Spa cuisine adds flavour thanks to innovative Hong Kong and Thai chefs
Bland, boring and unsatisfying: that was the reputation of spa cuisine when it first emerged in the 1970s. Stripped of fat and low in calories, it served the goal of weight loss and mirrored the nutritional consensus at the time that all fats were bad. With dishes such as steamed vegetables and egg white omelettes, it was seen as just a step up from hospital food.
Spa cuisine has come a long way since then. Meals remain healthy but don't skimp on flavour or creativity, with some chefs, such as Frenchman Michel Guérard, earning Michelin stars for their spa cuisine.
"People look at healthy food differently now," says Paisarn Cheewinsiriwat, executive chef at Chiva-Som, an internationally renowned wellness resort in Thailand that recently celebrated its 20th anniversary.
"Low-fat is best? Maybe not true: now there are bad fats and good fats. Low-salt? Now people use high-quality salt but in limited amounts, because the body needs the mineral."
At The Peninsula Hong Kong, for example, the spa menu includes dishes such as slow-poached bay scallops with citrus salad and pan-fried pork medallion on quinoa with mustard jus. At the InterContinental Hong Kong, the menu incorporates antioxidant-rich ingredients with dishes such as light curry cauliflower soup with chia seeds and chestnut soybean blancmange with mango sorbet.
In his 12 years at Chiva-Som so far, Paisarn says the resort's spa cuisine has changed dramatically. "The purpose has changed from simply serving food in a spa to food that fits a healthy lifestyle but tastes great, too," says the 38-year-old.
On his menu you'll find Thai favourites such as green curry with chicken, pad thai and crispy prawns - prepared, of course, in a healthier way.
Green curry with chicken, for example, begins with green curry paste heated in reduced vegetable stock instead of stir-frying in oil. Coconut milk is replaced with low-fat milk. And rather than a few pieces of meat swimming in a pool of sauce, Chiva-Som's version is chicken breast with a light covering of sauce.
Crispy prawns aren't battered and deep-fried. Instead the prawn is dipped in egg white, coated in coconut flakes and baked. "It doesn't achieve the same crispiness as deep-fried tempura prawns, but you will enjoy it," says Paisarn.
Oil is never used for cooking, he says. For dressing salads, Paisarn has a "wellness oil blend" that's a combination of cold-pressed sesame, rice bran and coconut oils.
Produce is always organic and ingredients are locally sourced as far as possible. Chiva-Som has its own farm less than an hour away from the resort that grows local vegetables and herbs, and some fruit.
"In the past, guests looking at a menu would be attracted to dishes such as Canadian lobster. Now people care for local products: we use Hua Hin lobster and guests appreciate this more. The lobster is fresher and much more flavourful because it doesn't have to be flown in," he says.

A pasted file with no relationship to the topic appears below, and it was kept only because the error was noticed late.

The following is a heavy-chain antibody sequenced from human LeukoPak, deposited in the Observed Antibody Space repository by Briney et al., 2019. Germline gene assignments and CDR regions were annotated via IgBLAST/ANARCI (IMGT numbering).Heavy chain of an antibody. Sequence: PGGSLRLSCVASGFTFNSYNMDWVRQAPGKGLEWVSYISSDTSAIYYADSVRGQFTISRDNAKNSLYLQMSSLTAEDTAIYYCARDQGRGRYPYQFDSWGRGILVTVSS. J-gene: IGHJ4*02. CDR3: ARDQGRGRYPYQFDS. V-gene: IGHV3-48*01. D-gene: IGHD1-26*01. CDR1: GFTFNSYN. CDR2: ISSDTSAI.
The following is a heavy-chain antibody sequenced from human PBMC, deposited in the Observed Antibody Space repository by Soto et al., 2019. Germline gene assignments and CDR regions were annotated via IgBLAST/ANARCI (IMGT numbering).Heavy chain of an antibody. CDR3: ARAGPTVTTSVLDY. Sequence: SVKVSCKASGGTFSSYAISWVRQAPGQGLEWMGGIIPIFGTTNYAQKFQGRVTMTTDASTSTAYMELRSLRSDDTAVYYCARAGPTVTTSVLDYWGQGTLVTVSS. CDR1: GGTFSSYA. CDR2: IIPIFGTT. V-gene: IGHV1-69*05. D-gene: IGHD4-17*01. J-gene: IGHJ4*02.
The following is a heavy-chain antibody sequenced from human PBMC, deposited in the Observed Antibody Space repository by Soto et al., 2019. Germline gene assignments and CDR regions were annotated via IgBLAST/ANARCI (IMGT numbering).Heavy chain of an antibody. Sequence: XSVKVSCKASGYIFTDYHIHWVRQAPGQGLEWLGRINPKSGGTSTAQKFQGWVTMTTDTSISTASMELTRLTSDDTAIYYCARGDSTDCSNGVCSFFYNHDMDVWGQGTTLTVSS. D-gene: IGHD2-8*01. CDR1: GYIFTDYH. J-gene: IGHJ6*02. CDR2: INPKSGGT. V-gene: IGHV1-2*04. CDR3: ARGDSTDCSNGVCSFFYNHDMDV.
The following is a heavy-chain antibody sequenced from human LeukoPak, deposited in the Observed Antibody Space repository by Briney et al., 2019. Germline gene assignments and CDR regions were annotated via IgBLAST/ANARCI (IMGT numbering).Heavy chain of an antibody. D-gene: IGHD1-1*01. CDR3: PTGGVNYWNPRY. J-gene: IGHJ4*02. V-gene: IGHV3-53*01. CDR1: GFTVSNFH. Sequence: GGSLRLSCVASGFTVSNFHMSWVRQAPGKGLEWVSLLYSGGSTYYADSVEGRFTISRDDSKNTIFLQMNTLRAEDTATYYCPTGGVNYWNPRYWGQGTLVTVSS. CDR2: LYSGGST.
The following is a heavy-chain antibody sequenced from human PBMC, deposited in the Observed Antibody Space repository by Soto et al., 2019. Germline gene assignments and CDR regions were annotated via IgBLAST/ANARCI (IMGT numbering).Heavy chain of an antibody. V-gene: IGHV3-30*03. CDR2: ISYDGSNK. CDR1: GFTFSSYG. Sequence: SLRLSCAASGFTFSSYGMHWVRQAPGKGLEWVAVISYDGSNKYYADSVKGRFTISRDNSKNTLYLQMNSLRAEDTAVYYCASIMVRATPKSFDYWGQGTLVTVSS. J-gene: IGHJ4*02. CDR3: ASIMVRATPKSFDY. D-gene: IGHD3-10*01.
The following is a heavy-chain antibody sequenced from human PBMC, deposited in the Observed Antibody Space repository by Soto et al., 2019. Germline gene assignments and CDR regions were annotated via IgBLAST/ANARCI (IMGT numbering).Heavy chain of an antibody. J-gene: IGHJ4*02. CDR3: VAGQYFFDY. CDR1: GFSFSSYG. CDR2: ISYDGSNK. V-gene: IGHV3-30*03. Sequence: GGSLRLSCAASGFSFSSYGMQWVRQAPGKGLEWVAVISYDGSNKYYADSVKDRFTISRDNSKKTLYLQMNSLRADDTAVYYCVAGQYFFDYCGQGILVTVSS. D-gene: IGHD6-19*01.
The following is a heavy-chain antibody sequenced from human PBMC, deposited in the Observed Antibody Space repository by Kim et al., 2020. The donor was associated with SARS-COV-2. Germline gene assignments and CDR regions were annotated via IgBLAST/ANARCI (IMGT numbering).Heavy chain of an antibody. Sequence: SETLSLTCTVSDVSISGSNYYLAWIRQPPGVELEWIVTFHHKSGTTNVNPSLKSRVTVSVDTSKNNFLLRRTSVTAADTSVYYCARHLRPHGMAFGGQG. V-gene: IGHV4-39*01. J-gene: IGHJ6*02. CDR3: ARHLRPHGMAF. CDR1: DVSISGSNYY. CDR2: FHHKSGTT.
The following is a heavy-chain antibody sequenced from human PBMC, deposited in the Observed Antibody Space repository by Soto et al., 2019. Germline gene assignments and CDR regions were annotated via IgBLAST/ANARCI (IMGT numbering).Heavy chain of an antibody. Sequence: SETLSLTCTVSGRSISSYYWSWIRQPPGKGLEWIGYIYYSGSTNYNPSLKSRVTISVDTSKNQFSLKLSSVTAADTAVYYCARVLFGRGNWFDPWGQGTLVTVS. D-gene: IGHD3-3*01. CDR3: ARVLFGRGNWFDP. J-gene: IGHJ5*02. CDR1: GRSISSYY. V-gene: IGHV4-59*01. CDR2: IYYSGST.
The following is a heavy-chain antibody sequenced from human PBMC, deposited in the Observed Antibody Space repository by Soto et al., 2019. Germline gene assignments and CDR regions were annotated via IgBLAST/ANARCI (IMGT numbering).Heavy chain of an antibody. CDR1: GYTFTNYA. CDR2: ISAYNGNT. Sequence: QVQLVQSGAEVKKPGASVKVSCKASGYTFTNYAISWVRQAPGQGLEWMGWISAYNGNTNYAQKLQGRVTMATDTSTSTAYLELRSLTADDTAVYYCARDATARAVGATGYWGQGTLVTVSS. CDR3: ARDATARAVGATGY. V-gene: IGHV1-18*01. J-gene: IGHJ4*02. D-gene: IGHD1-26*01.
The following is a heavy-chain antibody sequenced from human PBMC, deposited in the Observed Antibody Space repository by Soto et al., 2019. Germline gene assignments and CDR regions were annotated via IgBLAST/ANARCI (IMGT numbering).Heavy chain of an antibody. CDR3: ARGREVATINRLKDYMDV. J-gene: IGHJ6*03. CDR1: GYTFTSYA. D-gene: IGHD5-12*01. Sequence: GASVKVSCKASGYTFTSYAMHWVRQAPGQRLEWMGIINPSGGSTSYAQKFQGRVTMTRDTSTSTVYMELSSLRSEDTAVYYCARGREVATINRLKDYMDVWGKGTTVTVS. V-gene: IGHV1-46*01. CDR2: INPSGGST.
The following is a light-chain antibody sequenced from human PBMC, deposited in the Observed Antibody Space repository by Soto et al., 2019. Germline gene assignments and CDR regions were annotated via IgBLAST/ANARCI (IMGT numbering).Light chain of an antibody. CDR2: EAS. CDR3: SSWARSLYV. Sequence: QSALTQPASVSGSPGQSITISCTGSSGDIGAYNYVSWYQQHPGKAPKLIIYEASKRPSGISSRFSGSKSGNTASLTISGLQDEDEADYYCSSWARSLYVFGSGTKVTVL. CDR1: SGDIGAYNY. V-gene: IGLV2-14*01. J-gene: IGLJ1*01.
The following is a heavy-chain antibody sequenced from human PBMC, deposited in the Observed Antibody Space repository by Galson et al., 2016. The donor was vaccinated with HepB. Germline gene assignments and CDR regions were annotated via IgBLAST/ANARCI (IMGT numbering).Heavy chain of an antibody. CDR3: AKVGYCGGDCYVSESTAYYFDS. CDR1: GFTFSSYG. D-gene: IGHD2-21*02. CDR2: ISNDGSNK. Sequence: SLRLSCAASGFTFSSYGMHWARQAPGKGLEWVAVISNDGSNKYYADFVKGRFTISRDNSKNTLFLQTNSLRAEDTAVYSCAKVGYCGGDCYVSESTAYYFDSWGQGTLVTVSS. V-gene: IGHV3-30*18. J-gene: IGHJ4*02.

Even indulgence has its place in spa cuisine. Paisarn, for example, has created a Nutella-like spread that he calls Chivatella: a mix of coconut oil, nuts and cocoa powder.
"The biggest compliment is when guests say, 'Thank you very much for the good food; our blood pressure and sugar levels have gone down, and we've lost weight - all without trying'," Paisarn says. "It's the biggest compliment because they realise they haven't gone to a boot camp or hospital where they had to limit their pleasure of eating, and yet they leave healthier."
If you can't afford to visit these luxurious spas and try their food, you can incorporate the tricks of spa cuisine cooking at home. In his latest cookbook Cooking with Light, Paisarn shares his recipes, techniques and ingredients. Most of the dishes are Thai with a European twist. Here are some quick tips:
Replace cooking oil with reduced vegetable stock
Vegetable stock is one of the foundations of Chiva-Som's spa cuisine. It's best used fresh, but can be refrigerated for two or three days, or even frozen.
You'll need: two tomatoes, half a small Chinese cabbage, four sticks of Chinese celery, four coriander roots, four spring onions, one medium carrot, one medium onion, one white radish, and 1.5 litres of purified water. Place everything in a pot over medium heat and bring to boil. Reduce heat and simmer for one hour, then strain.
Spread on a steamed garlic spread instead of butter
To make the spread: steam five bulbs of garlic for 50 minutes. When cool, use a knife to cut the tops off the bulbs, then squeeze out the flesh. Place the flesh in a blender and blend to a paste.
Use citrus for flavour
Instead of using fat such as coconut milk for flavour, take advantage of the acidity of citrus juice such as lime and orange to brighten a dish. Try mixing soy sauce, lime juice and honey for a tasty dressing.
Sweeten with apple juice instead of sugar
It's fantastic as a sweetener for soups, stir-fries and curries.